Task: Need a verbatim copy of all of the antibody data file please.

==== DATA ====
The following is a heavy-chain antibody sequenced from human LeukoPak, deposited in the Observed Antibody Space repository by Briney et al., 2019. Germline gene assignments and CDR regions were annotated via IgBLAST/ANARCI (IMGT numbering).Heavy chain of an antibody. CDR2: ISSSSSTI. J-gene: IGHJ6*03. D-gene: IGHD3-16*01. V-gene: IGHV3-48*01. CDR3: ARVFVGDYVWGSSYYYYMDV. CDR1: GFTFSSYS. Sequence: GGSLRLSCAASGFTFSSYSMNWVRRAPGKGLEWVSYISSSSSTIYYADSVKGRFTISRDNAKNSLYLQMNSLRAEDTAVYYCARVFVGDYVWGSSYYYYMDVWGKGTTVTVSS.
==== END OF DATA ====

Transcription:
The following is a heavy-chain antibody sequenced from human LeukoPak, deposited in the Observed Antibody Space repository by Briney et al., 2019. Germline gene assignments and CDR regions were annotated via IgBLAST/ANARCI (IMGT numbering).Heavy chain of an antibody. CDR2: ISSSSSTI. J-gene: IGHJ6*03. D-gene: IGHD3-16*01. V-gene: IGHV3-48*01. CDR3: ARVFVGDYVWGSSYYYYMDV. CDR1: GFTFSSYS. Sequence: GGSLRLSCAASGFTFSSYSMNWVRRAPGKGLEWVSYISSSSSTIYYADSVKGRFTISRDNAKNSLYLQMNSLRAEDTAVYYCARVFVGDYVWGSSYYYYMDVWGKGTTVTVSS.